The winning brushstroke

International and local Emirati artists are painting, photographing and sculpting their way into the global art industry, with the help of the International Emerging Artist Award 

A young man wades out into the sea, his kandura catching in his wake. Following in the path he carves through the water, and climbing up his back, are large Arabic letters. The resulting photo portrays an ancient language clinging to modernity, and is the work of the artist Dr Hamad Al Falasi – one of last year's winners of an award that uses Dubai as a launchpad for careers in the art world.

The International Emerging Artist Award, based in Dubai, allows paint, pencil, camera, video, bronze and any form you can think of in its search for the freshest and most innovative art from around the world, with the top prize now including two years representation with a Madrid gallery.

Dr Hamad Al Falasi, last year's Emirati winner, said that the award has opened up diverse channels for him, and helped with the maturity of his art.

“IEAA has exhibited my artwork internationally on prestigious platforms, given me various opportunities to promote my artworks, helped to establish me as a name in the local and international art scene, and expanded my networking channels with other artists and galleries.”

Julie de Waroquier
Julie de Waroquier was only 20 years old when she won the 1st edition of IEAA with her series Chimeras Image: Julie de Waroquier
 

He added that his winning series of photographs echoed his interest in a rich Arab linguistic culture, and the insertion of the English language into the new Arabic generation.

“During my studies of our common dialect I have noticed the effect of the English culture on the current generation, who omit their original mother tongue language and substitute that with English language. Common old words used by our ancestors have become totally strange to them. It drove me to delve deep in the local colloquialisms and preserve their existence.”

Rebia Naim, Director
 of the awards, said that the competition was born with the vision to provide its winners a prize that would develop the career of the artist in the long run – rather than just offering a cash prize and one-off exposure.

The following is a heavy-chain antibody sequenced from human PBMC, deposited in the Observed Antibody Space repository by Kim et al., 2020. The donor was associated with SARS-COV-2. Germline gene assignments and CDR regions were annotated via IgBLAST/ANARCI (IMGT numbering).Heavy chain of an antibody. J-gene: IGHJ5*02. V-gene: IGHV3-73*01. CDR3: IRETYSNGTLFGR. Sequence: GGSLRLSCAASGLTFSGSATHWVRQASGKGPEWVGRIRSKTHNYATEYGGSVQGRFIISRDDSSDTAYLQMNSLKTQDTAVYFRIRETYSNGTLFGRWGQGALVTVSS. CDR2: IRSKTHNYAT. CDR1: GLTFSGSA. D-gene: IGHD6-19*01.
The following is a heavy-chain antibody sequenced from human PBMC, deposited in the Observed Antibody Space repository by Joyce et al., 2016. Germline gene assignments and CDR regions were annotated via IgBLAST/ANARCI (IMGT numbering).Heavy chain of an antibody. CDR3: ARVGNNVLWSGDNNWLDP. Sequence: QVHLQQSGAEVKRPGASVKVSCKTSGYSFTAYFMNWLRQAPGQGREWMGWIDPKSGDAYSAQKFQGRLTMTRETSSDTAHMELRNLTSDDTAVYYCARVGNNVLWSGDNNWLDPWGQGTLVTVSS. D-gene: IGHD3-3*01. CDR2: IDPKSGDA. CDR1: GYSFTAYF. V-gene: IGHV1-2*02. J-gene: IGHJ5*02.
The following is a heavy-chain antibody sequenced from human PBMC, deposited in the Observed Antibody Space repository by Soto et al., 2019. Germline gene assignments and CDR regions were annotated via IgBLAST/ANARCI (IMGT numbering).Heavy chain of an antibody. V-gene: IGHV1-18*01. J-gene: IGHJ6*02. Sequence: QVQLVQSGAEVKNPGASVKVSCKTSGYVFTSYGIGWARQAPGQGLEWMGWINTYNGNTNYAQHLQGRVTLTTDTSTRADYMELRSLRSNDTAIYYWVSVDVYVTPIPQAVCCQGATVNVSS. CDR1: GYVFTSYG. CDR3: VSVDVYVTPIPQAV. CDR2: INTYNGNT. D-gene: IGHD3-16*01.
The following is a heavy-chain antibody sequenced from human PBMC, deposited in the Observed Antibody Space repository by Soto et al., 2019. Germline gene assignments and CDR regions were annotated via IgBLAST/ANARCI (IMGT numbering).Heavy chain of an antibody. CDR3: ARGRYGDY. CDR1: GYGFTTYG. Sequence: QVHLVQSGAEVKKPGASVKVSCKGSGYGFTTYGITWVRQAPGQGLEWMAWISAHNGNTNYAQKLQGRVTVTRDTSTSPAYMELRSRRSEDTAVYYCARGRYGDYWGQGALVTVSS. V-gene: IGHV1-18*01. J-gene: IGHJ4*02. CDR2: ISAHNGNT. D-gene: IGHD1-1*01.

Emerging artists are the DNA of contemporary art – it is very exciting to work at the source and witness the genesis of an artist whose work would be sold at auctions houses or presented at international fair and museums in few years

Rebia Naim, Director, International Emerging Artist Award
 

“Emerging artists are the DNA of contemporary art – it is very exciting to work at the source and witness the genesis of an artist whose work would be sold at auctions houses or presented at international fair and museums in few years. The award contributes to such growth as it became an important career recognition for building the credibility and reputation of an emerging artist on the international art scene.”

Naim points to Julie de Waroquier as an example of how the award can inspire a young artist – she was only 20 years old when she won the 1st edition of IEAA with her series Chimeras, unveiled for the first time in Dubai.

“Julie made a contemporary and artistic interpretation of a common theme of life, twins. In her work, she managed to represent this surprising reality and showed the spectator how her imagination transcends it in a kind of symbolical dream that would glimpses from our subconscious. Since then she has showcased her work in international art fairs, festivals and group shows and recently published a book called “Dreamalities” and produced a movie.”

Pablo de Laborde Lascaris
Pablo de Laborde Lascaris is now represented by Galerie Gourvennec OgorImage: Pablo de Laborde Lascaris
 

There are two awards available: the International Emerging Artist Award (open for both Emirati and international participants), and Emerging Emirati Artist Award, an award category dedicated to Emirati artists. Naim says that seeing the Emirati winners shine both locally and on the international art scene has allowed Emirati candidates that were unsure about their artistic potential to realize that they could be winning the award as well.

“I was wondering why more Emirati wouldn’t take this opportunity and apply to the IEAA, but had the answer at a seminar when a group of Emirati students confessed they were scared to fail and what the jury panel would think of their work. My answer was there is no such thing of bad or good application. It’s all about the candidate’s ability to defend a concept and submit a coherent body of work. Aesthetic plays a secondary role.”